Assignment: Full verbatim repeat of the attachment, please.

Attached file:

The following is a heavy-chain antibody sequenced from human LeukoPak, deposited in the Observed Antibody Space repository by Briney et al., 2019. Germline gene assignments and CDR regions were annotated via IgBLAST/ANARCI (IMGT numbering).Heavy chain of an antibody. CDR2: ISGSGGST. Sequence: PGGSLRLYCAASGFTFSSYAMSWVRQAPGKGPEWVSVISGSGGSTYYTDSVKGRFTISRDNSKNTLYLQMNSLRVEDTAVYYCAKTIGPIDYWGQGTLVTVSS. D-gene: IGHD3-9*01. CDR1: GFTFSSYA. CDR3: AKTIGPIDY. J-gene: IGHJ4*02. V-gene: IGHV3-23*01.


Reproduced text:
The following is a heavy-chain antibody sequenced from human LeukoPak, deposited in the Observed Antibody Space repository by Briney et al., 2019. Germline gene assignments and CDR regions were annotated via IgBLAST/ANARCI (IMGT numbering).Heavy chain of an antibody. CDR2: ISGSGGST. Sequence: PGGSLRLYCAASGFTFSSYAMSWVRQAPGKGPEWVSVISGSGGSTYYTDSVKGRFTISRDNSKNTLYLQMNSLRVEDTAVYYCAKTIGPIDYWGQGTLVTVSS. D-gene: IGHD3-9*01. CDR1: GFTFSSYA. CDR3: AKTIGPIDY. J-gene: IGHJ4*02. V-gene: IGHV3-23*01.